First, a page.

LOS ANGELES -- Nationals right-hander Tanner Roark is starting what he said is the most important game of his career tonight, for Team USA against Japan in the semifinals of the World Baseball Classic at Dodger Stadium.
The winner will play undefeated Puerto Rico, a 4-3 winner over the Netherlands on Tuesday, in the championship game on Wednesday. The Japanese have been there twice, winning the first two Classic titles. The U.S.? Never.
The semifinal and championship games are at 9 p.m. ET and will be broadcast live on MLB Network and MLB.TV.
The biggest game of Roark's career?
"So far, yes, I'd say so, considering the single-elimination nature of it," he said. "We're just going to go out, do our thing, have fun and give it our all."
If the U.S. avenges its 9-4 semifinal loss to the Japanese right here in 2009, Marcus Stroman will get the call in the final. Chris Archer, the top U.S. starter on the staff when the tournament began, will be pitching on his regular six days' spring spacing for the Rays against the Orioles in Sarasota, Fla.
Archer, who's slated to start Opening Day at Tropicana Field against the Yankees on April 2, was told on Sunday to remain with the Rays.
"I received a message this morning that I am no longer needed to pitch in the final round of the WBC. I will not be leaving camp as I thought," Archer tweeted.
Everything is fine, Team USA manager Jim Leyland said before the U.S worked out on Monday. There's no controversy. Nothing to see here.
"I think this is a good day to get this all out of the way and cleared up," Leyland said. "I want to make it clear to everybody, there are absolutely no issues with the Archer situation. In fact, it absolutely worked out really, really well."
Archer missed the second round of the tournament. He went back to the Rays and threw in a Minor League game on March 16, pitching 4 2/3 innings and 74 pitches against Double-A Chattanooga. He started the first game of the tournament against Colombia in Miami, pitching four perfect innings, striking out three and throwing 41 pitches, a matter that caught Leyland by surprise, he said on Monday.
Leyland had to use seven pitchers that game, which the U.S. won on an Adam Jones walk-off single in the 10th.
"The only confusing issue involving the Archer situation for me was the very first game, when he threw 40 pitches and it was four innings and I was assuming that he was going to throw the 65 pitches," Leyland said. "But evidently there was something, some pact between him and his club, the Tampa Bay Rays, that he needed to throw four innings or 65 pitches. That was the only thing that was confusing to me at all.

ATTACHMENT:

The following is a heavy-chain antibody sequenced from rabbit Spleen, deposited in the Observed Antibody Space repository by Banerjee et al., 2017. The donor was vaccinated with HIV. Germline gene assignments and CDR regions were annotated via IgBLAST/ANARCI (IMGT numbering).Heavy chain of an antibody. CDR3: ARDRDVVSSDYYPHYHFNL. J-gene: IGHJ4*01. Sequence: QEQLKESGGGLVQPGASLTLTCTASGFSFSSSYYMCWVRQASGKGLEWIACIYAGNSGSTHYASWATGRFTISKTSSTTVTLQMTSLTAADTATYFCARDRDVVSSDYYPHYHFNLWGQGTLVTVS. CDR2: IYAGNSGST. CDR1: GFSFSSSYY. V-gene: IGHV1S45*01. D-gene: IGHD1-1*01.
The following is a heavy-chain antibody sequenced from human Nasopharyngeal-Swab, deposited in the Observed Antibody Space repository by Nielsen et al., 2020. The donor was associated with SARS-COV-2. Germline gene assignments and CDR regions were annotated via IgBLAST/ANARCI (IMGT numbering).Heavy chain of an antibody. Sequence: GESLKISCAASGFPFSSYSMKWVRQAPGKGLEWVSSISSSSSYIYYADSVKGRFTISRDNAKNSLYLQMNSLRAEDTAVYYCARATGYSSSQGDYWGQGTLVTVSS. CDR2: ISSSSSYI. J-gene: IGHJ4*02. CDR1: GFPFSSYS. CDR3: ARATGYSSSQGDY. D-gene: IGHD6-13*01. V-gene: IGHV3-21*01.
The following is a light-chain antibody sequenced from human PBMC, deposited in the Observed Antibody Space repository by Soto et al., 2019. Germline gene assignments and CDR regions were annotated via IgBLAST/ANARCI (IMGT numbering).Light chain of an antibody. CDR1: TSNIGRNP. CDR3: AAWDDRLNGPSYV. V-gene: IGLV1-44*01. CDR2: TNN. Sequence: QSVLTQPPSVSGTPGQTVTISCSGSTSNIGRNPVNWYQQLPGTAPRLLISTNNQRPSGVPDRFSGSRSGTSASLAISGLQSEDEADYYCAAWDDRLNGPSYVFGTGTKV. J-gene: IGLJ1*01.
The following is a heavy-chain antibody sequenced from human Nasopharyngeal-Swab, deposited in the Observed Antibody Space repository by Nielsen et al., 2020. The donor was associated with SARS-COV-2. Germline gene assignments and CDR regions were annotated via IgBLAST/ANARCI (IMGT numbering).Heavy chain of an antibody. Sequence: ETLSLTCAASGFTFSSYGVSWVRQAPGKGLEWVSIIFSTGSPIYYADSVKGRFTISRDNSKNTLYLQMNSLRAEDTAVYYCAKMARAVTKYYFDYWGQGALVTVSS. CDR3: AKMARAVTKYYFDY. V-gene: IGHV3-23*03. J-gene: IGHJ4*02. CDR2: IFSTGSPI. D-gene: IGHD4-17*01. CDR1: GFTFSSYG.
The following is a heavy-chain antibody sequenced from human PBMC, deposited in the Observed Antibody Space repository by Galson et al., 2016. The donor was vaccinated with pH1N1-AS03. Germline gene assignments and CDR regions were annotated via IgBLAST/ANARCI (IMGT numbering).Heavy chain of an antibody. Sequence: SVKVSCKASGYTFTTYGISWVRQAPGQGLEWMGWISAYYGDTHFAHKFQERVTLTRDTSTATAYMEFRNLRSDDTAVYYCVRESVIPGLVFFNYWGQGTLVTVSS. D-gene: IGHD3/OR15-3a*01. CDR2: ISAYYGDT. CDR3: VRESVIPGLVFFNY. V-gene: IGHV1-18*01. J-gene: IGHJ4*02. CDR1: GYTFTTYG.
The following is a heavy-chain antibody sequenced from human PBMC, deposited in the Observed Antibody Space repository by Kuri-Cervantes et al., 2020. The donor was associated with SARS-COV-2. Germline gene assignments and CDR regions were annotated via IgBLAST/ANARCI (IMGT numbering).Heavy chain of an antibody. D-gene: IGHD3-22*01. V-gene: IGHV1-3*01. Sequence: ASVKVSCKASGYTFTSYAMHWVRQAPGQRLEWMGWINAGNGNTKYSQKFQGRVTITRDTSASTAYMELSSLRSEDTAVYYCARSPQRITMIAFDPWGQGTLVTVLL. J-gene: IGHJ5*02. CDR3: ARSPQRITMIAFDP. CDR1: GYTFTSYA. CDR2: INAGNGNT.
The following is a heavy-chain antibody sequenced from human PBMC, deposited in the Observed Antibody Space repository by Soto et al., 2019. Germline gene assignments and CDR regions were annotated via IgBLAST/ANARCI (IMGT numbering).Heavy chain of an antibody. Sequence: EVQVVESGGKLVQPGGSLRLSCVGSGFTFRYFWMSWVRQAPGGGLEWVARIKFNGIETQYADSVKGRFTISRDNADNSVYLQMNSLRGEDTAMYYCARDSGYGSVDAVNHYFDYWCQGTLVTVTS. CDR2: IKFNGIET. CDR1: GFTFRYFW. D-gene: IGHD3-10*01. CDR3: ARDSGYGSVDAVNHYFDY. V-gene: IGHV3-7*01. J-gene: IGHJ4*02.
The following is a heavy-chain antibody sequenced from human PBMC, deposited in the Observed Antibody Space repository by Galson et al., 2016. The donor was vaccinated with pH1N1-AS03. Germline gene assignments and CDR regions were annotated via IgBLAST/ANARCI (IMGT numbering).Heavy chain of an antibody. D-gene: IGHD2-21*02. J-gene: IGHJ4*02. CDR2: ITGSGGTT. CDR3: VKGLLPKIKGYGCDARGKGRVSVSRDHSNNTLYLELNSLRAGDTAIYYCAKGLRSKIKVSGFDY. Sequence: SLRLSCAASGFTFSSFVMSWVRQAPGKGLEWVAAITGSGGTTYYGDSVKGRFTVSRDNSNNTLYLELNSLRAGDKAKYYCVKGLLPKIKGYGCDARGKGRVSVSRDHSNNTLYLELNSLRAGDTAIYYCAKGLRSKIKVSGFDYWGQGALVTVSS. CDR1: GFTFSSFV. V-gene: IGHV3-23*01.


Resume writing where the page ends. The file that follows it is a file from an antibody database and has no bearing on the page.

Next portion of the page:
"So I want to make sure that everybody knows this. There is no controversy here. There are no issues here. We respect him. He wanted to play. He came out, he pitched great for us, and as it turns out, everybody should be happy."
The spacing issues began in the second round, when the U.S. wasn't scheduled to play last Thursday, Archer's throw day. Instead, Leyland started Drew Smyly, Stroman and Danny Duffy in the three games at Petco Park.
Smyly was taken off the roster for the Championship Round and was replaced by Giants closer Mark Melancon. Archer still remains on the U.S. roster.
"Unless you really have to add somebody, because of a slight injury or something, you dance the dance with the guy or girl who brought you," Leyland said. "This team, in a short period of time, has really become a close-knit group of guys. And I think that we've accomplished that one thing, no matter how this turns out."
Leyland's philosophy applies to Roark, who hasn't pitched since the second game of the opening round, relieving Stroman in a loss to the Dominican Republic. Roark worked 1 1/3 innings, allowing three runs on three hits and walking two. The Dominicans came from behind in that one.
The U.S. turned the tables on them this past Saturday night in San Diego, coming from behind to beat the Dominicans and move on to the Championship Round for only the second time in the history of the tournament.
Leyland said on Monday that he had no hesitation about starting Roark, whose only postseason experience is a relief appearance for the Nationals in 2014 and a Game 2 start against the Dodgers last October in the National League Division Series. Roark wasn't the pitcher of record in a 5-2 Washington win.
"Well, we piggybacked him in a game, and he struggled a little bit," Leyland said. "He threw 41 pitches. I think he's an outstanding pitcher. He's gotten the short end of the stick a little bit so far, to be honest with you, the way things worked out.
"But he deserves this start. There is no doubt in my mind about it. I feel great about it. He's been a trouper. He signed up for this event, and I'm pitching him. I feel very, very comfortable about it."
The World Baseball Classic runs through Wednesday. In the U.S., games air live exclusively in English on MLB Network and on an authenticated basis via MLBNetwork.com/watch, while ESPN Deportes and WatchESPN provide the exclusive Spanish-language coverage. MLB.TV Premium subscribers in the U.S. have access to watch every tournament game live on any of the streaming service's 400-plus supported devices. The tournament is being distributed internationally across all forms of television, internet, mobile and radio in territories excluding the U.S., Puerto Rico and Japan. Get tickets for the Championship Round at Dodger Stadium, while complete coverage -- including schedules, video, stats and gear -- is available at WorldBaseballClassic.com.